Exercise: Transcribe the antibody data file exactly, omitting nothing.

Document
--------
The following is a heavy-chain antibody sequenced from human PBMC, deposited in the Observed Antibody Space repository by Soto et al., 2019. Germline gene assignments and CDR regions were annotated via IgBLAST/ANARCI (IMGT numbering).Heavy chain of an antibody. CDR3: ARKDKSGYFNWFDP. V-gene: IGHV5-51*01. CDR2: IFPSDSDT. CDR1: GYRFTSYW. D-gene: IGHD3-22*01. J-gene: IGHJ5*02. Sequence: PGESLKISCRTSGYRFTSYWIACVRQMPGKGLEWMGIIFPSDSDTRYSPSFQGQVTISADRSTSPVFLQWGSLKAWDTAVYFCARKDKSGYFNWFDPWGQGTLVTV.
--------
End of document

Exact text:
The following is a heavy-chain antibody sequenced from human PBMC, deposited in the Observed Antibody Space repository by Soto et al., 2019. Germline gene assignments and CDR regions were annotated via IgBLAST/ANARCI (IMGT numbering).Heavy chain of an antibody. CDR3: ARKDKSGYFNWFDP. V-gene: IGHV5-51*01. CDR2: IFPSDSDT. CDR1: GYRFTSYW. D-gene: IGHD3-22*01. J-gene: IGHJ5*02. Sequence: PGESLKISCRTSGYRFTSYWIACVRQMPGKGLEWMGIIFPSDSDTRYSPSFQGQVTISADRSTSPVFLQWGSLKAWDTAVYFCARKDKSGYFNWFDPWGQGTLVTV.